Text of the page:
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Today's word on journalism

Friday, September 1, 2006

"[F]ew things are as much a part of our lives as the news. With the advent of sophisticated mass communication, the news has become a sort
of instant historical record of the pace, progress, problems, and the hopes of society. On the other hand--and here's the puzzle -- the news provides, at best, a superficial and distorted image of society. . . . The puzzle, simply put, is this: How can anything so superficial be so central to our lives?"

--W. Lance Bennett, political science professor, 1988

Catty competition: Is it natural for women?

By Julie Garcia

May 2, 2006 | The desire to be attractive, to be better in general, and to belong -- these are not a foreign notions to grasp for most people. Almost everybody will experience some form of competitive behavior in their lifetime. It's a natural part of life. But, is the competition for women to be prettier, more popular, and more successful taking a toll on ladies in society as a whole?

There have been a number of books, articles, and even movies made about the topic as a whole. Obviously, the sassy, competitive, manipulative role that women have taken in society is raising some eyebrows.

"I think a lot of the competition with girls continues throughout adulthood. It's not something that goes away. Women may hide it better than teenage girls, but the bitchy behavior from other females continues throughout adulthood," said Penny Brown, a mother who has raised two girls through adolescence.

Brown said that when she put her two daughters in dance lessons when they were younger, she noticed competitive mothers who would act like they and their daughters were better.

"Girls don't only learn this catty behavior from others their own age. A lot of their behavior is learned from their own mothers," Brown said.

Rosalind Wiseman is the author of Queen Bees and Wannabes. It's a book designed for parents to help their daughters survive cliques, boyfriends, gossip, and other troubles faced during adolescence. The movie Mean Girls is based off of it.

Wiseman noted in an interview about her book that girls take messages from the media and the culture on how they are supposed to act and carry themselves and make them into rules. She said girls are the enforcers of these rules on a daily basis. A lot of girls put up a front to mask their insecurities Wiseman said.

Wiseman said, "I think a lot of times girls feel really alone." That doesn't stop them from forming cliques and creating hierarchies amongst themselves. In fact, it just might encourage it.

Nicole Lucero, a student majoring in family consumer human development with a minor in sociology said girls are taught to be competitive from the womb. She said in one of her women and gender classes, it was brought to her attention that women are so busy competing with each other they are not advancing in the professional workplace.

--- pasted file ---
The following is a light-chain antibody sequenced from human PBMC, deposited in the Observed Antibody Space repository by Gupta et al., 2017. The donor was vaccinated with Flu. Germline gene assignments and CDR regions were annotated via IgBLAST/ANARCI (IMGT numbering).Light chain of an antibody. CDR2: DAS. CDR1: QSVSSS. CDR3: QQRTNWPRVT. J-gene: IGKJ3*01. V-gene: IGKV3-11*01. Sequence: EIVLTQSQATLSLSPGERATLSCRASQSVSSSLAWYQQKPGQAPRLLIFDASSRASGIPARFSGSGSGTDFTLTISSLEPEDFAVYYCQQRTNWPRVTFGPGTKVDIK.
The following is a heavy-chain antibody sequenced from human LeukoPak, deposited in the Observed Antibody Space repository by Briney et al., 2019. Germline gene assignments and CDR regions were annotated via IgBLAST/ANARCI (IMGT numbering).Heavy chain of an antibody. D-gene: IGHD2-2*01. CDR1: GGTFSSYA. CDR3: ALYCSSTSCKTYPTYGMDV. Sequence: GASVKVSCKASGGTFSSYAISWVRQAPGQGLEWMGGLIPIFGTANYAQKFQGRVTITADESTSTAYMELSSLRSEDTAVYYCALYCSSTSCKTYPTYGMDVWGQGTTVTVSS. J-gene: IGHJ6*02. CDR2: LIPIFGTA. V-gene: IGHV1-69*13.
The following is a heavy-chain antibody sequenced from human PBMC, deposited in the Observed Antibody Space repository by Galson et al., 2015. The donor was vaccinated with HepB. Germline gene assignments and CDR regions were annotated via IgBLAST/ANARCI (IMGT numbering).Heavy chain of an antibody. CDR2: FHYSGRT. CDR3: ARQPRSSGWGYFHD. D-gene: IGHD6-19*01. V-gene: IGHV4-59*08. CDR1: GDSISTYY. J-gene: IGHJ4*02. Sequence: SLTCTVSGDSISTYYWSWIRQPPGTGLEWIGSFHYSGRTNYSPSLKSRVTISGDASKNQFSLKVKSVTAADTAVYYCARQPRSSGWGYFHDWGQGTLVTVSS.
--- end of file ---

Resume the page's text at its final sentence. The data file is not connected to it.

"In the movie Mean Girls, the main girl says something like, 'this is girl world and in girl world all of the fights have to be sneaky.' It's so true," Lucero said. "Guys don't usually pick up on what we do, but other girls recognize it. This is because our fighting isn't to your face and vocal. It's in other ways."

Those other ways might include backstabbing and lying to get ahead or prove oneself. People might ask themselves, "What on earth are all of these women competing for?"

Nobody can really specifically define the reasons why girls compete and quarrel the way they do. One might suppose each individual woman has her reasons. Some think the vanity push in the media is one of the main factors to blame.

"I think in the morning that when girls get dressed, they don't get dressed for boys. They get dressed for each other," Lucero said. Lucero said it's like a fashion show everyday. They're competing with each other on so many levels -- whether it is with clothing, jewelry, boys, or make-up, she said. She said it's silly, but it's part of the American culture.

Society tells people what they have to have in order to be cool or accepted, Wiseman said.

"The more you think having that stuff is connected to who you are, the more you're going to sacrifice who you are in the process," Wiseman said.

Ally Law, a senior at Jordan High School said that girls need to stop being so selfish. "They're all about themselves. They don't understand there's a life outside of their make-up kits. The world is an amazing place. If girls don't learn to realize it, there's going to be a definite decline in female education and professional abilities and an uproar in vanity," Law said.

Whether the competitive, manipulative behavior women display is caused by social status, the media, or too much vanity, Wiseman said the most important thing is for females to understand what their culture is telling them. She said they need to understand the messages they're receiving on what the rules are for being a girl so that society doesn't take advantage of them.

If girls relax and stop trying so hard to be what society encourages them to be they will be happier people. They should focus on taking positive risks for themselves and not try so hard to make decisions based upon what others think.


Copyright 1997-2005 Utah State University Department of Journalism & Communication, Logan UT 84322, (435) 797-1000
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